But Christ carried the weight of our sin on the cross so that all who repent and believe in Him have the power of sin over their lives removed and have life with God. God doesn’t give the rainbow to endorse our sin.

Instead, God says that the rainbow reminds Him of His promises to us. 

It’s also given as a reminder to those of us who are Christian. It tells us: Don’t give in to despair. God has control of things, even when they seem out of control. And don’t give up on your neighbor, even if he or she derides God and dismisses their need for a relationship with Christ. 

Listen: If you can be transformed from an enemy of God to a friend of God because of what Christ has done for you and because of your faith in Christ, then your neighbor can be transformed as well. 

The rainbow reminds us that God wants to deliver all people from the evil of this world, forgive their sins, and give them everlasting life. 

Our job as disciples of Jesus Christ is to pray for our neighbors, share Christ with our neighbors, serve our neighbor as though they were Christ, give ourselves to the good of our neighbor as if we were Christ.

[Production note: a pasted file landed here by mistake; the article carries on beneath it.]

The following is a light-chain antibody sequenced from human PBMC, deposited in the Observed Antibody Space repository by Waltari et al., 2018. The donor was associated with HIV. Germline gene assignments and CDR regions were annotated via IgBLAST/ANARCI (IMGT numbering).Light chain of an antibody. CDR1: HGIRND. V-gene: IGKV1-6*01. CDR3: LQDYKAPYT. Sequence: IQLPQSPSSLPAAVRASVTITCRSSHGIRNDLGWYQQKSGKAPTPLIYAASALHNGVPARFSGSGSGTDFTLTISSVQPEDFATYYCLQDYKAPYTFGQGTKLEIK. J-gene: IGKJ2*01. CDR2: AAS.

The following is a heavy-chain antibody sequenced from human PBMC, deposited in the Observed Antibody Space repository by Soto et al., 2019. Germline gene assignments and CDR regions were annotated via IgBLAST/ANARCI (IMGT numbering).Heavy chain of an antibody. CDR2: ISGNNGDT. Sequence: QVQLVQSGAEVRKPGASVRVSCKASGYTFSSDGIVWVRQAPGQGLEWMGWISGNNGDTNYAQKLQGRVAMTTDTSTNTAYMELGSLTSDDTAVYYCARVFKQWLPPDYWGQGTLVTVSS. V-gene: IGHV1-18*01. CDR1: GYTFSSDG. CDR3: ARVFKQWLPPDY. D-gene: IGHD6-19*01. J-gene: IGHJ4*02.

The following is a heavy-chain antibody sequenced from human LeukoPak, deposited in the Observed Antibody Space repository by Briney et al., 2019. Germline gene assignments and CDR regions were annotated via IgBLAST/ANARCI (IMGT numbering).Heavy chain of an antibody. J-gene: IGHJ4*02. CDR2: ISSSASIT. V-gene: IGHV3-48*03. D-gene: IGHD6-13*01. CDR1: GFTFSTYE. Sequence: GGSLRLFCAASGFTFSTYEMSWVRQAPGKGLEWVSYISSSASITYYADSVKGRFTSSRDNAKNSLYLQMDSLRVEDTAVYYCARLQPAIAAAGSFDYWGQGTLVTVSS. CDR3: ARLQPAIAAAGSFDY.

Just as God used Noah, God can use you to bring His life and message to the world. You have the rainbow as His guarantee. 

So, after we’ve received Christ’s body and blood again this week, been fortified by the blessings of God and the fellowship of the saints, our job this week and every week is to be Christ’s ambassadors, inviting all to trust in Christ and live. Let’s get to it! Amen






Sunday, July 26, 2015

When should you stop praying for something? [Spoiler: Almost never]

In his classic book on prayer, Ole Hallesby gives great advice on what and whether to keep praying about a desire of our heart. After all, if we've been praying for something for awhile and nothing seems to be happening, we might wonder, "Is what I'm asking for wrong? Has God already told me, 'No.'"? (And no can be an answer from God to our prayers.)

But if we love God and still desire the thing for which we've been praying, Hallesby suggests, we should keep praying, even if we've been praying about a particular subject for a long time. We should continue praying with a willingness to accept any answer God gives when it becomes clear to us and with one desire taking an even higher place than the thing for which we've been praying.

He says that we should tell God, in our own words and from the heart, "Grant this request only if it will bring You glory." Our one prevailing desire should be the glory of God.

One might pray: "This is what I'm seeking, God, for so-and-so or for myself. I could be wrong in asking for it. If I am, I trust You to show me. But for now, in case You're delaying a response in order to orchestrate events or to build my character or someone else's character, until we're ready to receive Your blessing, I keep offering this petition. Your will be done and, please, grant this petition if it will bring You glory."